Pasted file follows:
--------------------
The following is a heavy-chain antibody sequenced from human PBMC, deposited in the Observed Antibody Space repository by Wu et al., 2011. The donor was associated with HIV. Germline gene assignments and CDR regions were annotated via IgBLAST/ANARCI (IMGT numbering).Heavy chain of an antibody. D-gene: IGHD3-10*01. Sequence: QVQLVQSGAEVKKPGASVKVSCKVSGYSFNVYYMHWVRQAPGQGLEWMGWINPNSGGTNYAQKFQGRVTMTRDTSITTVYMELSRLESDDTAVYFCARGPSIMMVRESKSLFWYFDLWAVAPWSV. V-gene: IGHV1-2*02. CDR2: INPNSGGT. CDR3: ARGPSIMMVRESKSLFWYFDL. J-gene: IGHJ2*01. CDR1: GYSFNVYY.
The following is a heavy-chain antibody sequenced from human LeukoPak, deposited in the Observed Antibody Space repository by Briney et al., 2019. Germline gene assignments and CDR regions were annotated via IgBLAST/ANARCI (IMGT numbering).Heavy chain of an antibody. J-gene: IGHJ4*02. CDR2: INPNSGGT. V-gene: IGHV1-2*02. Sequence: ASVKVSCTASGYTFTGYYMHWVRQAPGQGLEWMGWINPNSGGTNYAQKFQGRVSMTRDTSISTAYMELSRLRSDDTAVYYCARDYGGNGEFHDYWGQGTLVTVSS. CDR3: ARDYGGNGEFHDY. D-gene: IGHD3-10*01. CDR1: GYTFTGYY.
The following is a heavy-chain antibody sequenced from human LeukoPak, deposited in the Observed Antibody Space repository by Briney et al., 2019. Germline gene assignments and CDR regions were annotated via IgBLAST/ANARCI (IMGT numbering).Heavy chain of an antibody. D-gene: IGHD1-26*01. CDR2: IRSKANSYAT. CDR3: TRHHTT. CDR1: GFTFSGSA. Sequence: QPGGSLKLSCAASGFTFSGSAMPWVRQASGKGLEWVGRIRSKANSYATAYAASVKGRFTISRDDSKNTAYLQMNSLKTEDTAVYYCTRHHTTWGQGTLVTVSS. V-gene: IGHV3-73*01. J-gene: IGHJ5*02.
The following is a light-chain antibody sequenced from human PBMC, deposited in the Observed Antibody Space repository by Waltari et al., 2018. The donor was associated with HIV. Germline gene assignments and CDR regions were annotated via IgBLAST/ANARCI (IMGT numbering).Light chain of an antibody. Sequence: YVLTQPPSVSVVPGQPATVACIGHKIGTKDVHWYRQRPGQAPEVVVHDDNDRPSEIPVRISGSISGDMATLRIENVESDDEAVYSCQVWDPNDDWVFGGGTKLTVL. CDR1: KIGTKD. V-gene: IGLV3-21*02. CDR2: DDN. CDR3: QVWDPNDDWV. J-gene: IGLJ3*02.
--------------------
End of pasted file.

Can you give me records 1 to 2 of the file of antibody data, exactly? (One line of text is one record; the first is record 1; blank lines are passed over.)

The following is a heavy-chain antibody sequenced from human PBMC, deposited in the Observed Antibody Space repository by Wu et al., 2011. The donor was associated with HIV. Germline gene assignments and CDR regions were annotated via IgBLAST/ANARCI (IMGT numbering).Heavy chain of an antibody. D-gene: IGHD3-10*01. Sequence: QVQLVQSGAEVKKPGASVKVSCKVSGYSFNVYYMHWVRQAPGQGLEWMGWINPNSGGTNYAQKFQGRVTMTRDTSITTVYMELSRLESDDTAVYFCARGPSIMMVRESKSLFWYFDLWAVAPWSV. V-gene: IGHV1-2*02. CDR2: INPNSGGT. CDR3: ARGPSIMMVRESKSLFWYFDL. J-gene: IGHJ2*01. CDR1: GYSFNVYY.
The following is a heavy-chain antibody sequenced from human LeukoPak, deposited in the Observed Antibody Space repository by Briney et al., 2019. Germline gene assignments and CDR regions were annotated via IgBLAST/ANARCI (IMGT numbering).Heavy chain of an antibody. J-gene: IGHJ4*02. CDR2: INPNSGGT. V-gene: IGHV1-2*02. Sequence: ASVKVSCTASGYTFTGYYMHWVRQAPGQGLEWMGWINPNSGGTNYAQKFQGRVSMTRDTSISTAYMELSRLRSDDTAVYYCARDYGGNGEFHDYWGQGTLVTVSS. CDR3: ARDYGGNGEFHDY. D-gene: IGHD3-10*01. CDR1: GYTFTGYY.